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Saturday, March 29, 2008

PostHeaderIcon The suit that's turned the swim world on its head

Records are falling to competitors wearing Speedo's new LZR Racer. Critics say it constitutes an unfair advantage. Even before the LZR debuted, there were signs of what might come, given how technology has ramped up the race to be faster in the water, revolutionizing the sport much as high-tech metal clubs changed golf.

Not only was this suit designed with help from NASA and its wind tunnels, but Speedo made sure that each step of the development process, including ultrasonically bonded seams -- no thread and needle here -- was approved by FINA, swimming's international governing body.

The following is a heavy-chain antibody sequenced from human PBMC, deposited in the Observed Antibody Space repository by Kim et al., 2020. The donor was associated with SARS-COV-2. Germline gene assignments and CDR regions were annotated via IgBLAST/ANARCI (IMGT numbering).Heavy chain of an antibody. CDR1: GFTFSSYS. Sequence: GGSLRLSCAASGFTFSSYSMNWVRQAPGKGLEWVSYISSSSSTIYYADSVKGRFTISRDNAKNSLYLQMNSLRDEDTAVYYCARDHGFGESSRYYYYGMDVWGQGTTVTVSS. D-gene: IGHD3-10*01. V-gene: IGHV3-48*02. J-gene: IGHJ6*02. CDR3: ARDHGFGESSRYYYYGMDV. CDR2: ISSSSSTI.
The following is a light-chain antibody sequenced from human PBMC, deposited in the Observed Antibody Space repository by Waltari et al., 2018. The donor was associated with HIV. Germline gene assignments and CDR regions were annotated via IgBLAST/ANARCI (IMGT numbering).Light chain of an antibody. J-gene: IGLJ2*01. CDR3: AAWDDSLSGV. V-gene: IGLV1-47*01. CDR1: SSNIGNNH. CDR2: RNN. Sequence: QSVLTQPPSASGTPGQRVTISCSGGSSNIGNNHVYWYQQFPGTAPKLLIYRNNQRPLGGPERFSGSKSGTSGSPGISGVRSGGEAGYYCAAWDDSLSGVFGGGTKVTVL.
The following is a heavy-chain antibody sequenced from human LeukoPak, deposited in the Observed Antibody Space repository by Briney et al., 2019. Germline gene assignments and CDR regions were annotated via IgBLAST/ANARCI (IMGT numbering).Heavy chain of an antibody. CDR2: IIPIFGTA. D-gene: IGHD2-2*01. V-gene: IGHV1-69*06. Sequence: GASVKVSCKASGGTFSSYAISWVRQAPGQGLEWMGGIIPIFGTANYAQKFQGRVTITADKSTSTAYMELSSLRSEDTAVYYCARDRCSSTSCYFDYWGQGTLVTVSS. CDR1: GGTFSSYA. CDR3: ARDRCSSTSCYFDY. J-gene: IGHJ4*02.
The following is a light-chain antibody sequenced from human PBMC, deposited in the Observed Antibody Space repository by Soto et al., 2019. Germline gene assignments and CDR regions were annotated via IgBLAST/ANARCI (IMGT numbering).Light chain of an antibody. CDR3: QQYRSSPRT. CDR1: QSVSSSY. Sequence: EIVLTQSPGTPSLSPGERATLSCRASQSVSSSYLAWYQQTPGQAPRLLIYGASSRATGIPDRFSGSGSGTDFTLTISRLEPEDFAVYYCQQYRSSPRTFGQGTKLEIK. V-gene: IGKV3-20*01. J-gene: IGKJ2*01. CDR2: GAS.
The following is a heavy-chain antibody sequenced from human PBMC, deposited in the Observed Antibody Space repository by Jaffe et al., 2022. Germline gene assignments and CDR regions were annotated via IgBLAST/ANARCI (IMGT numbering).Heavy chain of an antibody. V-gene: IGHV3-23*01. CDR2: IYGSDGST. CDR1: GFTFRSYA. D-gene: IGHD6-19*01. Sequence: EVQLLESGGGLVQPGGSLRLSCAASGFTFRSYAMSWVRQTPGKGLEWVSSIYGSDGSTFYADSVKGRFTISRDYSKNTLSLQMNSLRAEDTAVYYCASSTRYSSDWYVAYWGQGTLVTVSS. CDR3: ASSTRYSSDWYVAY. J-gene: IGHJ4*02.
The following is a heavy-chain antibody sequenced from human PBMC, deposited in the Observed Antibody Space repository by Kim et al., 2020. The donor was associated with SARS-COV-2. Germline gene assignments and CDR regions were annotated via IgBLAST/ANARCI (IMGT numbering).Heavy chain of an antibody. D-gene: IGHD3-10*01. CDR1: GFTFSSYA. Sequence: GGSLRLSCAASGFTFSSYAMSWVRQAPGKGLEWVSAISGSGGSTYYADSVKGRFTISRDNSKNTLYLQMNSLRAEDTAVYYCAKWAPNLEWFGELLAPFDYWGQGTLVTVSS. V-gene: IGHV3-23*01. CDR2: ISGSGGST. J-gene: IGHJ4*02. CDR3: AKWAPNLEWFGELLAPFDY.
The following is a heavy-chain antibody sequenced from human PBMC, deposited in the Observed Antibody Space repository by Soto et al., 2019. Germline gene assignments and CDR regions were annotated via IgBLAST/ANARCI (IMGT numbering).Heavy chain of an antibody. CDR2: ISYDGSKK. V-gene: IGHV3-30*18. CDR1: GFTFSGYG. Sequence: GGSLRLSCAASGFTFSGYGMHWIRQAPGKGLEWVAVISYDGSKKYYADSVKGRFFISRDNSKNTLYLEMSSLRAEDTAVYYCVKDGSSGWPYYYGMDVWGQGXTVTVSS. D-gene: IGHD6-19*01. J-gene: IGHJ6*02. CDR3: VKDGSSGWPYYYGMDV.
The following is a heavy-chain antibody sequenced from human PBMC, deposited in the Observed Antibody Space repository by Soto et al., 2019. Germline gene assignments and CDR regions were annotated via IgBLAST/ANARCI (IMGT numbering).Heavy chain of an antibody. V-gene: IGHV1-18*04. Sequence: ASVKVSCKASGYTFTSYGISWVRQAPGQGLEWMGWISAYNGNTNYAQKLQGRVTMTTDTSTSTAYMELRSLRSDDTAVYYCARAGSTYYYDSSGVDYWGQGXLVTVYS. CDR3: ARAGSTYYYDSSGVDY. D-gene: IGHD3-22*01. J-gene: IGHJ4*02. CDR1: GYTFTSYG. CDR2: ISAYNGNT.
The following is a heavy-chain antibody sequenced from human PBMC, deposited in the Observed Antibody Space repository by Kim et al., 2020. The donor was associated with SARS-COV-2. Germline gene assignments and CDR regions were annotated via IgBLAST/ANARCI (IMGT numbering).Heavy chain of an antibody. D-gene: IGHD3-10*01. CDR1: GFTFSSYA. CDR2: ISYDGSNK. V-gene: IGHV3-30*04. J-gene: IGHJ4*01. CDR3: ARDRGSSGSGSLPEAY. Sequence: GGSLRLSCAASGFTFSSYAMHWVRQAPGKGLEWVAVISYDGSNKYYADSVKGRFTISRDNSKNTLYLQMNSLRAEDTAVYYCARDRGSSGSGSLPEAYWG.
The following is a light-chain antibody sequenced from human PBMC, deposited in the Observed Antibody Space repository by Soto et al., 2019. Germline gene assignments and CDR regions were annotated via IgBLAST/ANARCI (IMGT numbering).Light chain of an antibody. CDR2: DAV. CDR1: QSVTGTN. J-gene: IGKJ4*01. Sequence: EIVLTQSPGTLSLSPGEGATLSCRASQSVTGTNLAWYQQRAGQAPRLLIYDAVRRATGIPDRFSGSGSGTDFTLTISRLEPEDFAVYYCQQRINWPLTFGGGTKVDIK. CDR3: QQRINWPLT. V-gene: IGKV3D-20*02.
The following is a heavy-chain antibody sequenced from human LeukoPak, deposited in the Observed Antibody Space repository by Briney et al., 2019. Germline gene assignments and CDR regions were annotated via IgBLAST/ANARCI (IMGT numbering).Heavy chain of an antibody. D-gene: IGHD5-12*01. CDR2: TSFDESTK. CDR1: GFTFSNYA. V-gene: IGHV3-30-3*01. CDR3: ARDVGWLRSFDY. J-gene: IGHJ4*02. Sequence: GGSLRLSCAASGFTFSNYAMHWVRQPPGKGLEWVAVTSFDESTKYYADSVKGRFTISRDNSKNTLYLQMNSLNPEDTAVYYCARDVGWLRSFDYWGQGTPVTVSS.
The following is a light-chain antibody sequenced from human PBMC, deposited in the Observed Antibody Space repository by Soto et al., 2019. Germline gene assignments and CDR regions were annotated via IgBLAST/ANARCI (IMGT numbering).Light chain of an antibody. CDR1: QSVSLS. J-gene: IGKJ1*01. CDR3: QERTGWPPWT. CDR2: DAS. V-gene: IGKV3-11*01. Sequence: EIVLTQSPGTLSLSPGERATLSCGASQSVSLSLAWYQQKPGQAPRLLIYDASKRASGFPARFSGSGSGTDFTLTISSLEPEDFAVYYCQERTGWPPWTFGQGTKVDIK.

Then, at the product launch last month, Olympic star and Speedo pitchman Michael Phelps, who will attempt to win an unprecedented eight gold medals at the Olympics this summer in Beijing, said of wearing the suit: "When I hit the water, I feel like a rocket."

One rare complaint, however, surfaced Wednesday at the trials in Australia. Jess Schipper said that the LZR filled with water as she competed in the 200-meter butterfly final and caused her to fade down the stretch.

Still, with so many records falling so fast, three-time Olympic champion Pieter van den Hoogenband captured the essence of the controversy: "This [suit] allows far less talented swimmers to go fast," he told a French newspaper, adding that it made records meaningless. (...more)

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